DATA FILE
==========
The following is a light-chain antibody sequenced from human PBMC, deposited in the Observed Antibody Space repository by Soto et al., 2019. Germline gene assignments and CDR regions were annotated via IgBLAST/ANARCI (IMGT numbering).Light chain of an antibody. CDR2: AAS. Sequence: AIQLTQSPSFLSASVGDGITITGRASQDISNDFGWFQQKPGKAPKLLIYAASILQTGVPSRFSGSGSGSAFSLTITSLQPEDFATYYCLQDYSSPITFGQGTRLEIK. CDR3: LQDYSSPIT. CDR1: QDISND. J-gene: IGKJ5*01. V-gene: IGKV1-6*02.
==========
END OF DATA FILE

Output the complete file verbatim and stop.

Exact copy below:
The following is a light-chain antibody sequenced from human PBMC, deposited in the Observed Antibody Space repository by Soto et al., 2019. Germline gene assignments and CDR regions were annotated via IgBLAST/ANARCI (IMGT numbering).Light chain of an antibody. CDR2: AAS. Sequence: AIQLTQSPSFLSASVGDGITITGRASQDISNDFGWFQQKPGKAPKLLIYAASILQTGVPSRFSGSGSGSAFSLTITSLQPEDFATYYCLQDYSSPITFGQGTRLEIK. CDR3: LQDYSSPIT. CDR1: QDISND. J-gene: IGKJ5*01. V-gene: IGKV1-6*02.